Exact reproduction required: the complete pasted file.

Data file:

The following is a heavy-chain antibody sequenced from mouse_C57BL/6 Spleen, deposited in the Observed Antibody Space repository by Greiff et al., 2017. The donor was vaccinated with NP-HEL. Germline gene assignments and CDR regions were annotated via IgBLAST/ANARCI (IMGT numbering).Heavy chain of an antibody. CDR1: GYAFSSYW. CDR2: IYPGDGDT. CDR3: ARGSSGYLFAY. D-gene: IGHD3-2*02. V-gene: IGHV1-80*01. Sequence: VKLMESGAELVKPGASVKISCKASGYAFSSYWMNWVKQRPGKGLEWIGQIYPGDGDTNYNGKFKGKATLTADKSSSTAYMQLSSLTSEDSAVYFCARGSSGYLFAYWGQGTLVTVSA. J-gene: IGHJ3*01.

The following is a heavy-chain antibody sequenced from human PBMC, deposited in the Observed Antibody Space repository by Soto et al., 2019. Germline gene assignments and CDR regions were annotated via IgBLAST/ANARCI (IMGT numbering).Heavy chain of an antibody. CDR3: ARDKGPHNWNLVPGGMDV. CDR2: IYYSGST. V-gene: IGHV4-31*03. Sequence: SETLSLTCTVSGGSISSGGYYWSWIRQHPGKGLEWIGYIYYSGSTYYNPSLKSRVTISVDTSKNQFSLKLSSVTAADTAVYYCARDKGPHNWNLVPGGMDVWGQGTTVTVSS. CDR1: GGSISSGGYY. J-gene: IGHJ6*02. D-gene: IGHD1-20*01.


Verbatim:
The following is a heavy-chain antibody sequenced from mouse_C57BL/6 Spleen, deposited in the Observed Antibody Space repository by Greiff et al., 2017. The donor was vaccinated with NP-HEL. Germline gene assignments and CDR regions were annotated via IgBLAST/ANARCI (IMGT numbering).Heavy chain of an antibody. CDR1: GYAFSSYW. CDR2: IYPGDGDT. CDR3: ARGSSGYLFAY. D-gene: IGHD3-2*02. V-gene: IGHV1-80*01. Sequence: VKLMESGAELVKPGASVKISCKASGYAFSSYWMNWVKQRPGKGLEWIGQIYPGDGDTNYNGKFKGKATLTADKSSSTAYMQLSSLTSEDSAVYFCARGSSGYLFAYWGQGTLVTVSA. J-gene: IGHJ3*01.

The following is a heavy-chain antibody sequenced from human PBMC, deposited in the Observed Antibody Space repository by Soto et al., 2019. Germline gene assignments and CDR regions were annotated via IgBLAST/ANARCI (IMGT numbering).Heavy chain of an antibody. CDR3: ARDKGPHNWNLVPGGMDV. CDR2: IYYSGST. V-gene: IGHV4-31*03. Sequence: SETLSLTCTVSGGSISSGGYYWSWIRQHPGKGLEWIGYIYYSGSTYYNPSLKSRVTISVDTSKNQFSLKLSSVTAADTAVYYCARDKGPHNWNLVPGGMDVWGQGTTVTVSS. CDR1: GGSISSGGYY. J-gene: IGHJ6*02. D-gene: IGHD1-20*01.